Factors Determining Children’s Private Health Insurance Enrolment and Healthcare Utilization Patterns: Evidence From the 2008 to 2011 Health Panel Data

Article information

J Prev Med Public Health. 2015;48(6):319-329
Publication date ( electronic ) : 2015 November 16
doi : https://doi.org/10.3961/jpmph.15.057
1Preventive Medicine Program, Graduate School of Public Health, Seoul National University, Seoul, Korea
2Graduate School of Public Health, Seoul National University, Seoul, Korea
Corresponding author: Tae-Jin Lee, PhD  1 Gwanak-ro, Gwanak-gu, Seoul 08826, Korea  Tel: +82-2-880-2726, Fax: +82-2-745-9104 E-mail: tjlee@snu.ac.kr
received : 2015 October 5, accepted : 2015 November 16.

Abstract

Objectives:

Parental socioeconomic status (SES) exerts a substantial influence on children’s health. The purpose of this study was to examine factors determining children’s private health insurance (PHI) enrolment and children’s healthcare utilization according to PHI coverage.

Methods:

Korea Health Panel data from 2011 (n=3085) was used to explore the factors determining PHI enrolment in children younger than 15 years of age. A logit model contained health status and SES variables for both children and parents. A fixed effects model identified factors influencing healthcare utilization in children aged 10 years or younger, using 2008 to 2011 panel data (n=9084).

Results:

The factors determining children’s PHI enrolment included children’s age and sex and parents’ educational status, employment status, and household income quintile. PHI exerted a significant effect on outpatient cost, inpatient cost, and number of admissions. Number of outpatient visits and total length of stay were not affected by PHI status. The interaction between PHI and age group increased outpatient cost significantly.

Conclusions:

Children’s PHI enrolment was influenced by parents’ SES, while healthcare utilization was affected by health and disability status. Therefore, the results of this study suggest disparities in healthcare utilization according to PHI enrollment.

INTRODUCTION

It is a well-known fact that, of numerous factors influencing health status, socioeconomic status (SES) exerts a considerable impact [1,2]. In particular, children’s growth and health are strongly affected by environmental factors such as parenting deficiency and SES decline. The significance of these negative effects is considerable, as they persist throughout one’s life-time. Children from low-income households encounter problems of greater intensity in various areas, such as dietary habits, physical growth and development, inner maturity, health, behavior, and emotion, relative to those of other children, and children who are exposed to such problems are more likely to develop obesity and chronic disease in adulthood relative to those who are not [3]. Despite the importance of pediatric and adolescent healthcare, they involve a healthy population and are not noticeable in objective morbidity and mortality indicators; therefore, they are of low priority in the establishment of health polices [4-6].

In South Korea (hereafter Korea), although access to the health service has improved since the introduction of National Health Insurance (NHI) in 1989, many areas remain excluded from health insurance coverage, and NHI coverage constitutes 54% (as of 2012) of individual health expenditure, which is much lower relative to the Organization for Economic Cooperation and Development (OECD) average of 72%. This insufficient NHI coverage has been an object of constant criticism, but raising statutory health insurance coverage to the OECD level is a challenge. Although the healthcare cost per capita is lower relative to the OECD average (USD 2275 as of 2013), national healthcare spending as a percentage of gross domestic product (GDP) increased rapidly from 3.6% in 1980 to 6.9% in 2013 [7]. For pediatric inpatients younger than 6 years of age, the copayment waiver policy for partial exemption from out-of-pocket costs was established in January 2006. In this regard, Choi [8] compared healthcare utilization prior and subsequent to the introduction of the copayment waiver policy and reported a significant increase in pediatric healthcare utilization and expenditure between 2005 and 2006.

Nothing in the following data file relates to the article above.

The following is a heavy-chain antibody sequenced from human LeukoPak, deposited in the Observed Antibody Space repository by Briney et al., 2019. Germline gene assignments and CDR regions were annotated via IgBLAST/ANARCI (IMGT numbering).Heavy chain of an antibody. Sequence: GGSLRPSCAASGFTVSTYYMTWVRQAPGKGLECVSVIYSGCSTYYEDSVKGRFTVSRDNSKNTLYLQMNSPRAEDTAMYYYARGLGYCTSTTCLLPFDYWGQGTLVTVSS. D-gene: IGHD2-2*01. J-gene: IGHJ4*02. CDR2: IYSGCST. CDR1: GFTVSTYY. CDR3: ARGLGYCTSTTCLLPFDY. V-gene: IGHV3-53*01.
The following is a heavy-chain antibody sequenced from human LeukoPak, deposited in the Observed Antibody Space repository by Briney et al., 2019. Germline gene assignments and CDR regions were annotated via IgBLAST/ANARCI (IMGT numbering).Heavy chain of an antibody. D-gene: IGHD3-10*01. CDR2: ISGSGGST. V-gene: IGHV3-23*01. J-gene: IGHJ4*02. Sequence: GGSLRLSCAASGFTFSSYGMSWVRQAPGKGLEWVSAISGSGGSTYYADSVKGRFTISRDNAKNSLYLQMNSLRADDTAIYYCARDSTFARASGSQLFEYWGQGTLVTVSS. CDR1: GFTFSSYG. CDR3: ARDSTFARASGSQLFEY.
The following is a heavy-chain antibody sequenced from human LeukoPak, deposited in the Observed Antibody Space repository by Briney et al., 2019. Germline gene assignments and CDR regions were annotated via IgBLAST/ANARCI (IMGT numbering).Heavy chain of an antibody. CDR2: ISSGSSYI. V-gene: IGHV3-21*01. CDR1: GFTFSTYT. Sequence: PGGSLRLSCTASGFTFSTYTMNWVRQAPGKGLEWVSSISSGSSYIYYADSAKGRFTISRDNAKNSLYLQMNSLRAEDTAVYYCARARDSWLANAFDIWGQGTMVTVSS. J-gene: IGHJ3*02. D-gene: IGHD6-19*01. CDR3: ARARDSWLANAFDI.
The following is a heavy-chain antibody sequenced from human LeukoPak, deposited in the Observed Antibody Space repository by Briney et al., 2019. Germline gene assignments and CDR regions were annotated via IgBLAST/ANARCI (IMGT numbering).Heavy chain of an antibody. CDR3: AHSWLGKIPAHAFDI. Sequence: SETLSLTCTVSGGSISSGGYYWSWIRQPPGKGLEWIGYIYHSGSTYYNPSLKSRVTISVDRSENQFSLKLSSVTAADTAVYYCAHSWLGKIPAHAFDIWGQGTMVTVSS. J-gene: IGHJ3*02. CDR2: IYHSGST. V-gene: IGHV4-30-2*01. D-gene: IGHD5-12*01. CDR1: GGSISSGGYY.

Under these circumstances, private health insurance (PHI) has played an important supplemental role in Korea. According to the 2009 Korea Health Panel data, the proportion of households that purchased PHI for at least one person was greater than 77%, with the average number of PHI plans reported as 3.62 per household, exhibiting a constant upward trend [9].

Studies that have examined PHI plans thus far concern mainly adults and involve factors that influence insurance purchase, moral hazard, or adverse selection in healthcare utilization following PHI purchase [10-12]. Previous studies examining insurance enrolment factors for adults have indicated that socioeconomic variables, such as age, income level, marital status, educational level, residential area, occupation, chronic disease, and hospitalization experiences, were associated with insurance enrolment [13,14]. Park and Jeong [15] and Baek et al. [16] reported on PHI enrolment difficulties experienced by socially vulnerable population groups, such as the aged, individuals with little education and low income, and those who are not NHI beneficiaries, and examined the increase in the frequency of healthcare utilization following PHI enrolment. Most studies have found that SES is a determinant factor for PHI purchase decisions, and vulnerable social groups with poor health status face a high insurance enrolment threshold for cream-skimming and economic reasons [17-19].